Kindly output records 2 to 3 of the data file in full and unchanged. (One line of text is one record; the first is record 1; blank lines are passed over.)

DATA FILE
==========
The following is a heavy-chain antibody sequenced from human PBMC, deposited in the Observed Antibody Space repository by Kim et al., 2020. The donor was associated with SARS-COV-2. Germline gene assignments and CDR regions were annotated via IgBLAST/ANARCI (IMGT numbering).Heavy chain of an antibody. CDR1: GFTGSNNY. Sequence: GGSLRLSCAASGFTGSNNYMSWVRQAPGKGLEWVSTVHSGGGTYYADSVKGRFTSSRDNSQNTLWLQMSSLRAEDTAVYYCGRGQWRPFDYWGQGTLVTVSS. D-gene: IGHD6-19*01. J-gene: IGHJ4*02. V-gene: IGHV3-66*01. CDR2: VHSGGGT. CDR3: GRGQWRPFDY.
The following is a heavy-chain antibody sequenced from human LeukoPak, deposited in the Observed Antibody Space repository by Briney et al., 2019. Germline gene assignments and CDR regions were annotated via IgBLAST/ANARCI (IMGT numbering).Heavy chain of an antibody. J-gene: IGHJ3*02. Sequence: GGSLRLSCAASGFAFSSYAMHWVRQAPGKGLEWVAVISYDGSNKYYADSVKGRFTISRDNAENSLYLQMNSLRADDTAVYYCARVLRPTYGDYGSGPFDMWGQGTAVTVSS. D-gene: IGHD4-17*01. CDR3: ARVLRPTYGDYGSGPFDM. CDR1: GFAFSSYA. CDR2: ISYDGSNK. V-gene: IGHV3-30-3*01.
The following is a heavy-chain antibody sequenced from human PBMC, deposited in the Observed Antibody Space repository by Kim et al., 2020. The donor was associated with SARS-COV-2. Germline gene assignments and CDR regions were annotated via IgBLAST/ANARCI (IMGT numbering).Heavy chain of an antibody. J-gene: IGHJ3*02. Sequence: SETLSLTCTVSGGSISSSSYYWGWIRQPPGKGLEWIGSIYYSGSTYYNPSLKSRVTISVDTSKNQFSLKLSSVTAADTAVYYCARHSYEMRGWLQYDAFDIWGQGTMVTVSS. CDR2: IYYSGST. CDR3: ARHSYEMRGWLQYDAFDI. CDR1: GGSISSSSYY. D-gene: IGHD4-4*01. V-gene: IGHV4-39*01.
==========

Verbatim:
The following is a heavy-chain antibody sequenced from human LeukoPak, deposited in the Observed Antibody Space repository by Briney et al., 2019. Germline gene assignments and CDR regions were annotated via IgBLAST/ANARCI (IMGT numbering).Heavy chain of an antibody. J-gene: IGHJ3*02. Sequence: GGSLRLSCAASGFAFSSYAMHWVRQAPGKGLEWVAVISYDGSNKYYADSVKGRFTISRDNAENSLYLQMNSLRADDTAVYYCARVLRPTYGDYGSGPFDMWGQGTAVTVSS. D-gene: IGHD4-17*01. CDR3: ARVLRPTYGDYGSGPFDM. CDR1: GFAFSSYA. CDR2: ISYDGSNK. V-gene: IGHV3-30-3*01.
The following is a heavy-chain antibody sequenced from human PBMC, deposited in the Observed Antibody Space repository by Kim et al., 2020. The donor was associated with SARS-COV-2. Germline gene assignments and CDR regions were annotated via IgBLAST/ANARCI (IMGT numbering).Heavy chain of an antibody. J-gene: IGHJ3*02. Sequence: SETLSLTCTVSGGSISSSSYYWGWIRQPPGKGLEWIGSIYYSGSTYYNPSLKSRVTISVDTSKNQFSLKLSSVTAADTAVYYCARHSYEMRGWLQYDAFDIWGQGTMVTVSS. CDR2: IYYSGST. CDR3: ARHSYEMRGWLQYDAFDI. CDR1: GGSISSSSYY. D-gene: IGHD4-4*01. V-gene: IGHV4-39*01.